Smith is encouraging the Lower Manhattan Development Corp., or LMDC, which is spearheading the AirTrain extension program, to include the incentives to draw businesses and investors to the area around the station at Sutphin Boulevard and 94th Avenue, he said in a Monday telephone interview.
"While I am very excited that this rail project - this 'super-shuttle' - is moving forward with Jamaica being included as a significant transfer point in this new engine for economic development, I would also suggest that the Jamaica area be seen as more than just a corridor of passage to Lower Manhattan," Smith said. "I strongly believe the focus must also be on the development of Jamaica as a destination to which people come to work, visit and shop."
The AirTrain connecting Kennedy Airport to mass transportation options in downtown Jamaica and Howard Beach was hailed as an economic revitalization tool for the Jamaica area. The Greater Jamaica Development Corp., a local business group, has been working to bring retail, office, hotel and housing projects to the area to serve the aviation industry's employees and customers.
But as soon as the AirTrain opened in December, Gov. George Pataki, Mayor Michael Bloomberg and others began pushing for an extension into Manhattan to provide a one-seat ride from the airport into the city.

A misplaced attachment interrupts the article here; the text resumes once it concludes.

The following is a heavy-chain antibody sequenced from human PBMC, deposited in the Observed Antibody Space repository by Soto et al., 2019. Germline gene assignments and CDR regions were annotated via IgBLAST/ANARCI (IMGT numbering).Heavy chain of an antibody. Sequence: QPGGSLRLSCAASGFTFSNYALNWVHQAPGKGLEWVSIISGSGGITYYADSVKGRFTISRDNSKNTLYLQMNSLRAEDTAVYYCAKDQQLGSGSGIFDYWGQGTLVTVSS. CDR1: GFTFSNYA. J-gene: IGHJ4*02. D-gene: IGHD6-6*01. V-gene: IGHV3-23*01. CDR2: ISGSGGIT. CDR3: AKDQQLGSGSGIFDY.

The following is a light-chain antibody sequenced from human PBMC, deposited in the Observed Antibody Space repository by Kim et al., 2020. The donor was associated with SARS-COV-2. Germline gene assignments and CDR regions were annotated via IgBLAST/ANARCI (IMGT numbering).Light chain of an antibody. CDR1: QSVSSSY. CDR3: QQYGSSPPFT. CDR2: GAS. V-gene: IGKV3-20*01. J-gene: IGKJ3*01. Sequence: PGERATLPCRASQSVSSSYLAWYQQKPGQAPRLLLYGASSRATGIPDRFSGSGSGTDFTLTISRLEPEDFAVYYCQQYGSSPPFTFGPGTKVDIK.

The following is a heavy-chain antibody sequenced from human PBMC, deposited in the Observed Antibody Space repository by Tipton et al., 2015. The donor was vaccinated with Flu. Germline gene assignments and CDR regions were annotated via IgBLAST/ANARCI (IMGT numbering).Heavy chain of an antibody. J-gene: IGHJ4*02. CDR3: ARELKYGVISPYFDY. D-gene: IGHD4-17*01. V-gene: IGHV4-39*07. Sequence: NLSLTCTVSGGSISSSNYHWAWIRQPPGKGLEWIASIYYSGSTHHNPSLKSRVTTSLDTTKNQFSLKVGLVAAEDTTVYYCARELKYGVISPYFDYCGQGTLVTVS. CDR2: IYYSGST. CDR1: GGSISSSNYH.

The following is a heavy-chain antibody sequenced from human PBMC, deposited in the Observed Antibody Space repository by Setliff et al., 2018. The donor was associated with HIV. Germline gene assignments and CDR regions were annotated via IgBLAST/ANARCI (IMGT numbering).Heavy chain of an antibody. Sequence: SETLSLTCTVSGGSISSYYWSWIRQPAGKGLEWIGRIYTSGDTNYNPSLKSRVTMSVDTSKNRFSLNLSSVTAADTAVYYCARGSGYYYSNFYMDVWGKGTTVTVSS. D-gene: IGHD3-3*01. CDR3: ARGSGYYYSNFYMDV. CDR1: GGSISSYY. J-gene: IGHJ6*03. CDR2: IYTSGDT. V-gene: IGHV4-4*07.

Smith and others are calling for the project leaders, including Lower Manhattan Development Corp. Chairman John Whitehead, to ensure Jamaica gets its piece of the pie.
"We're trying to encourage Chairman Whitehead and the governor and telling them, 'don't just make downtown Jamaica a transfer station,'" Smith said. "This should be a space where people come and stay for the night."
Since the AirTrain falls under the purview of the Port Authority's airport property, it could be eligible for federal dollars, Smith said. The lawmaker would also like to see a portion of the money the Lower Manhattan Development Corp. is getting for the AirTrain project go toward development in downtown Jamaica. Funds could be used to underwrite the process to build a hotel above the AirTrain station or to do studies outlining how best to develop the area.
Joanna Rose, spokeswoman for the development corporation, said her organization's primary concern is Lower Manhattan - not Jamaica.
"By the end of April we will be releasing the route for rail access," she said. "We are looking forward to working with all the state legislators and agencies involved."
But Smith said added business in downtown Jamaica could benefit both the city and state economies.
"The main thing is that they recognize the significance of developing the area around the AirTrain," he said. "It will contribute to the tax base in the city and the state."
Reach reporter Courtney Dentch by e-mail at news@times
©2004 Community News Group
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